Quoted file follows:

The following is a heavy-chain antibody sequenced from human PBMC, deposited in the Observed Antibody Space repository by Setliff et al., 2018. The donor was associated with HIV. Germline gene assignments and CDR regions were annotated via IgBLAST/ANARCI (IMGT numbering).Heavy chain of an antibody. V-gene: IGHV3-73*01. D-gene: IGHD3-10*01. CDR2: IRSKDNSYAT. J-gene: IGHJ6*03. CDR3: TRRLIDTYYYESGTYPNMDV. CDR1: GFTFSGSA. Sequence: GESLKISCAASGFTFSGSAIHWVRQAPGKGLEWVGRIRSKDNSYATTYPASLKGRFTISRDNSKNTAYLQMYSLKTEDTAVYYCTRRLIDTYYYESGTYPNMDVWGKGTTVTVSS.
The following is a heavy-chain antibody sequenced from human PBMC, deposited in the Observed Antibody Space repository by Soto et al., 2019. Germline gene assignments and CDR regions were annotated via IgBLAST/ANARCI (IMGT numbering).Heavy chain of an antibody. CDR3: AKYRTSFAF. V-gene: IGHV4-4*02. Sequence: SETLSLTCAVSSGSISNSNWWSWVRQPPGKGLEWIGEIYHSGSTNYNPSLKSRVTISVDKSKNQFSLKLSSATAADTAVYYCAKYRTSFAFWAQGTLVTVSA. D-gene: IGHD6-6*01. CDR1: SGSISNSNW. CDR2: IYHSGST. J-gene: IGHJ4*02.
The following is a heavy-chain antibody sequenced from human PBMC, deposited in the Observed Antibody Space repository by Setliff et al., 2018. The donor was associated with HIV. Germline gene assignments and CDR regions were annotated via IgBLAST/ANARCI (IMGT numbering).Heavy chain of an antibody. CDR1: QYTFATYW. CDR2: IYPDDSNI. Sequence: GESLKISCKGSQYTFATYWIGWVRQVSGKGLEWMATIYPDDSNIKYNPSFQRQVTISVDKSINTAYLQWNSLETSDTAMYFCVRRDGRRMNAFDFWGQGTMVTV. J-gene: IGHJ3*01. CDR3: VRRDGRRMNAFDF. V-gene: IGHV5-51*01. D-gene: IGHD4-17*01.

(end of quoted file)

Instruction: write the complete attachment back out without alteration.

The following is a heavy-chain antibody sequenced from human PBMC, deposited in the Observed Antibody Space repository by Setliff et al., 2018. The donor was associated with HIV. Germline gene assignments and CDR regions were annotated via IgBLAST/ANARCI (IMGT numbering).Heavy chain of an antibody. V-gene: IGHV3-73*01. D-gene: IGHD3-10*01. CDR2: IRSKDNSYAT. J-gene: IGHJ6*03. CDR3: TRRLIDTYYYESGTYPNMDV. CDR1: GFTFSGSA. Sequence: GESLKISCAASGFTFSGSAIHWVRQAPGKGLEWVGRIRSKDNSYATTYPASLKGRFTISRDNSKNTAYLQMYSLKTEDTAVYYCTRRLIDTYYYESGTYPNMDVWGKGTTVTVSS.
The following is a heavy-chain antibody sequenced from human PBMC, deposited in the Observed Antibody Space repository by Soto et al., 2019. Germline gene assignments and CDR regions were annotated via IgBLAST/ANARCI (IMGT numbering).Heavy chain of an antibody. CDR3: AKYRTSFAF. V-gene: IGHV4-4*02. Sequence: SETLSLTCAVSSGSISNSNWWSWVRQPPGKGLEWIGEIYHSGSTNYNPSLKSRVTISVDKSKNQFSLKLSSATAADTAVYYCAKYRTSFAFWAQGTLVTVSA. D-gene: IGHD6-6*01. CDR1: SGSISNSNW. CDR2: IYHSGST. J-gene: IGHJ4*02.
The following is a heavy-chain antibody sequenced from human PBMC, deposited in the Observed Antibody Space repository by Setliff et al., 2018. The donor was associated with HIV. Germline gene assignments and CDR regions were annotated via IgBLAST/ANARCI (IMGT numbering).Heavy chain of an antibody. CDR1: QYTFATYW. CDR2: IYPDDSNI. Sequence: GESLKISCKGSQYTFATYWIGWVRQVSGKGLEWMATIYPDDSNIKYNPSFQRQVTISVDKSINTAYLQWNSLETSDTAMYFCVRRDGRRMNAFDFWGQGTMVTV. J-gene: IGHJ3*01. CDR3: VRRDGRRMNAFDF. V-gene: IGHV5-51*01. D-gene: IGHD4-17*01.